Solutions to the five key brownfield valuation problems

Published date08 February 2008
DOIhttps://doi.org/10.1108/14635780810845145
Date08 February 2008
Pages8-37
AuthorBruce R. Weber,Alastair Adair,Stanley McGreal
Subject MatterProperty management & built environment
Solutions to the five key
brownfield valuation problems
Bruce R. Weber
Market Foresight, Newport Beach, California, USA, and
Alastair Adair and Stanley McGreal
University of Ulster, Newtownabbey, UK
Abstract
Purpose – The purpose of this study is to solve five key brownfield valuation problems.
Design/methodology/approach – This aim is achieved by using doctoral research on integrating
the scientific process into the appraisal process. The first objective is demonstrating why four of the
problems require solutions prior to solving the first problem, a valuation procedure for formerly used
sites. A second objective is to use empirical data from appraisals to reveal why existing methodology
is not reliable – because it does not solve the four problems.
Findings – The resulting findings are that a developmental model that incorporates the Triad
approach to quantifying environmental uncertainty, initially used in the USA, simulates a process
used by buyers to establish the price paid for brownfields with contaminated land.
Practical implications – The practical implication that results from this research is that valuers
need to emulate the buyer’s process when valuing this property type. Prescriptive procedures for
valuation requiring the use of scientific methods, as used in the Triad process, need to be set forth to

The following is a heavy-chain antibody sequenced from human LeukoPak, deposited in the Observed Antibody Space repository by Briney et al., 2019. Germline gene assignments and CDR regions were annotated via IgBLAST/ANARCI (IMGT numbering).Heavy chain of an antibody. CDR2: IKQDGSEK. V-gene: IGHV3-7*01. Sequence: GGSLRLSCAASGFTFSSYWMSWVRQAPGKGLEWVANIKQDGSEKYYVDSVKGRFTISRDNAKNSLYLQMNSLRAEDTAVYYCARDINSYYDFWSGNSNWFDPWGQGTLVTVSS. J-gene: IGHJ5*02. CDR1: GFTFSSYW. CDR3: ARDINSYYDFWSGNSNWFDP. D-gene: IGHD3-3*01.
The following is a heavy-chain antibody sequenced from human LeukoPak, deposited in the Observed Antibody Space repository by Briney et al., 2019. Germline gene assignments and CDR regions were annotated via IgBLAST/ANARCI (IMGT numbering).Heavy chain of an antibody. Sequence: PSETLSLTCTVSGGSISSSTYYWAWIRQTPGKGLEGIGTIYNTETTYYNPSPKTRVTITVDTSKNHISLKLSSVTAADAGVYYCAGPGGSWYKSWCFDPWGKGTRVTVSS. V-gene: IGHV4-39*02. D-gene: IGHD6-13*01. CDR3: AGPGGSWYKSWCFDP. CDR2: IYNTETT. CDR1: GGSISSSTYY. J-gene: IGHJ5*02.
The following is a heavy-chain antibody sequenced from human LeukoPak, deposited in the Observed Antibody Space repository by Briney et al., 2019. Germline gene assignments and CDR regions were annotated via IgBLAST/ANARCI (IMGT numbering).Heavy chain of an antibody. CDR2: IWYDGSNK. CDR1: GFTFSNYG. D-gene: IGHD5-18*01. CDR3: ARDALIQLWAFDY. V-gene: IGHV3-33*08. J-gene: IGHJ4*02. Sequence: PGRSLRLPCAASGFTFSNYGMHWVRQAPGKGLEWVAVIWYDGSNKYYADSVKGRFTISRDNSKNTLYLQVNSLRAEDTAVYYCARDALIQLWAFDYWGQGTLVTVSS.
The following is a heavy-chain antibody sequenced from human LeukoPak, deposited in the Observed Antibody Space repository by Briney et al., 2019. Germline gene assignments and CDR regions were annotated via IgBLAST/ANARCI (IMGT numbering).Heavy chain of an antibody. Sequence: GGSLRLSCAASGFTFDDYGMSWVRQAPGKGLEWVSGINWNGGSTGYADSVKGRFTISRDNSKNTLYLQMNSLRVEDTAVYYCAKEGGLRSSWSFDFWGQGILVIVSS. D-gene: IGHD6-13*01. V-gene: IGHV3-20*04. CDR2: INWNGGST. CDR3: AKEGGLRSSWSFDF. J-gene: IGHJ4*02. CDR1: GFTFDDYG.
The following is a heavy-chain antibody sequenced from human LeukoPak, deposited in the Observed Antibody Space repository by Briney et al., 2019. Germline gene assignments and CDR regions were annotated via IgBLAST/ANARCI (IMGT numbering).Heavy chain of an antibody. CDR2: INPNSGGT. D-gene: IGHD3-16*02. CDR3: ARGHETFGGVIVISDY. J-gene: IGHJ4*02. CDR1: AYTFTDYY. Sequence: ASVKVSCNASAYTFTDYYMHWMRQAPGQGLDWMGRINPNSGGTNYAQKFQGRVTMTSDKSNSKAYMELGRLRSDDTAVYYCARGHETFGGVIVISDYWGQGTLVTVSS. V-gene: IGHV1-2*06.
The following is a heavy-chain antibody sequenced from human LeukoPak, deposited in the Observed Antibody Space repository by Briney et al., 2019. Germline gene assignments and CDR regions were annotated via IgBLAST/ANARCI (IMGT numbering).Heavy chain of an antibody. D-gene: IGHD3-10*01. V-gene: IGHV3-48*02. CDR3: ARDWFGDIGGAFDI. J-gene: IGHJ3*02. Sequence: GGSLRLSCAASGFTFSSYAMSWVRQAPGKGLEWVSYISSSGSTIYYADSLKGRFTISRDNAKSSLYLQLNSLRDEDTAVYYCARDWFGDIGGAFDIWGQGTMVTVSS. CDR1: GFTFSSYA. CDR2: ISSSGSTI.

quantify the atypical uncertainties in valuing this property type. The results of this research should be
of significant interest to all stakeholders that are involved in brownfield redevelopment, so that they
can insure that their needs will be met by improved feasibility analysis.
Originality/value – This research is unique in that it is the first empirical test of the reliability ofthe
valuation of brownfields that need to undergo a time-consuming and often expensive soil remediation
process.
Keywords Brownfield sites,Assets valuation, Regeneration
Paper type Research paper
1. Introduction
The US Environmental Protection Agency (USEPA or EPA) and the German Federal
Ministry of Education and Research (BMBF) formed a bilateral working group to
exchange information and share new tools for the redevelopment of contam inated sites.
Steffens and Vieten (2000) prepared the final report for the bilateral working group that
listed brownfield issues that needed to be resolved from the German perspective. Both
countries agreed on the need to solve five problems that hinder brownfield
redevelopment[1]:
(1) Problem a – valuation procedures for formerly used sites;
(2) Problem b – market analysis for the reuse;
(3) Problem c – cost benefit analysis;
The current issue and full text archive of this journal is available at
www.emeraldinsight.com/1463-578X.htm
This paper was presented to the European Real Estate Society, Weimar, Germany, June 10, 2006.
JPIF
26,1
8
Received July 2006
Accepted October 2006
Journal of Property Investment &
Finance
Vol. 26 No. 1, 2008
pp. 8-37
qEmerald Group Publishing Limited
1463-578X
DOI 10.1108/14635780810845145
(4) Problem d – cost-financing calculation; and
(5) Problem e – financial risk management report.
The rationale for this paper is Problem a. Those most experienced with brownfields
have no confidence in existing valuation procedures. It may be that these procedures